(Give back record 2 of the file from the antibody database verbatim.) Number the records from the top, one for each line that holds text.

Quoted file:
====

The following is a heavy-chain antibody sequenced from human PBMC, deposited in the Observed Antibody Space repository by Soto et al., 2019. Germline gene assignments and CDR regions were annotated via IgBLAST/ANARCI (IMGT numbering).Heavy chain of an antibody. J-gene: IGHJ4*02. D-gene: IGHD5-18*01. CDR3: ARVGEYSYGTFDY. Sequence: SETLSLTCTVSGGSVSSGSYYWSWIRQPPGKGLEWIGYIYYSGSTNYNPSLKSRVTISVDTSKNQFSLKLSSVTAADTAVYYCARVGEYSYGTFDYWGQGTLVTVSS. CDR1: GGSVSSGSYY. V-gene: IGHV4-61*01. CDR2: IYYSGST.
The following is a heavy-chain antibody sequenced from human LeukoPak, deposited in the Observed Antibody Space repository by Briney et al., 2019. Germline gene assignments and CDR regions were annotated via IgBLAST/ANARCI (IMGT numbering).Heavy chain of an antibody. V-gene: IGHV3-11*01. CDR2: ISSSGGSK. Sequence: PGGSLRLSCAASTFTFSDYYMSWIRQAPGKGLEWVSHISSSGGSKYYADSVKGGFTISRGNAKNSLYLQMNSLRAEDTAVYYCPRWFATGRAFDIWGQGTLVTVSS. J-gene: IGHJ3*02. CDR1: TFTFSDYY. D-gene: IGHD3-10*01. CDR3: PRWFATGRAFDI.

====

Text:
The following is a heavy-chain antibody sequenced from human LeukoPak, deposited in the Observed Antibody Space repository by Briney et al., 2019. Germline gene assignments and CDR regions were annotated via IgBLAST/ANARCI (IMGT numbering).Heavy chain of an antibody. V-gene: IGHV3-11*01. CDR2: ISSSGGSK. Sequence: PGGSLRLSCAASTFTFSDYYMSWIRQAPGKGLEWVSHISSSGGSKYYADSVKGGFTISRGNAKNSLYLQMNSLRAEDTAVYYCPRWFATGRAFDIWGQGTLVTVSS. J-gene: IGHJ3*02. CDR1: TFTFSDYY. D-gene: IGHD3-10*01. CDR3: PRWFATGRAFDI.